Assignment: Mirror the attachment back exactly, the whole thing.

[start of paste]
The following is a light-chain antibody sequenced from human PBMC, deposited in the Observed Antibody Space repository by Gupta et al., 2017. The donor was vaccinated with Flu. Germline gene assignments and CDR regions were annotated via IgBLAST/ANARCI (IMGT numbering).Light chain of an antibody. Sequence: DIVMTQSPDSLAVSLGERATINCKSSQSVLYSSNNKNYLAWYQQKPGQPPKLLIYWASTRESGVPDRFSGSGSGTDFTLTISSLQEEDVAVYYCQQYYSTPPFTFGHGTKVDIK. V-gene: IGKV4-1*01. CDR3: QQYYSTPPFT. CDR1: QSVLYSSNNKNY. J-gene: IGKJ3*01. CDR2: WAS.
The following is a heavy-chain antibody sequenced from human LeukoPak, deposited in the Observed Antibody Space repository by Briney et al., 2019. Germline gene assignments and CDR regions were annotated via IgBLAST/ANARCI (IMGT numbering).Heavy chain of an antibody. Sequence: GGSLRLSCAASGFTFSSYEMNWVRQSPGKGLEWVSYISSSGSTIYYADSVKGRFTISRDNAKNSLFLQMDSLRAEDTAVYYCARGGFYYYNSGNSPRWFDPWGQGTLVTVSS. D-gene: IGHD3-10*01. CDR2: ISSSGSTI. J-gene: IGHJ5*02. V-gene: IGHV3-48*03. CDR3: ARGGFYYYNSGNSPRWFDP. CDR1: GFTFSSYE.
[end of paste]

The following is a light-chain antibody sequenced from human PBMC, deposited in the Observed Antibody Space repository by Gupta et al., 2017. The donor was vaccinated with Flu. Germline gene assignments and CDR regions were annotated via IgBLAST/ANARCI (IMGT numbering).Light chain of an antibody. Sequence: DIVMTQSPDSLAVSLGERATINCKSSQSVLYSSNNKNYLAWYQQKPGQPPKLLIYWASTRESGVPDRFSGSGSGTDFTLTISSLQEEDVAVYYCQQYYSTPPFTFGHGTKVDIK. V-gene: IGKV4-1*01. CDR3: QQYYSTPPFT. CDR1: QSVLYSSNNKNY. J-gene: IGKJ3*01. CDR2: WAS.
The following is a heavy-chain antibody sequenced from human LeukoPak, deposited in the Observed Antibody Space repository by Briney et al., 2019. Germline gene assignments and CDR regions were annotated via IgBLAST/ANARCI (IMGT numbering).Heavy chain of an antibody. Sequence: GGSLRLSCAASGFTFSSYEMNWVRQSPGKGLEWVSYISSSGSTIYYADSVKGRFTISRDNAKNSLFLQMDSLRAEDTAVYYCARGGFYYYNSGNSPRWFDPWGQGTLVTVSS. D-gene: IGHD3-10*01. CDR2: ISSSGSTI. J-gene: IGHJ5*02. V-gene: IGHV3-48*03. CDR3: ARGGFYYYNSGNSPRWFDP. CDR1: GFTFSSYE.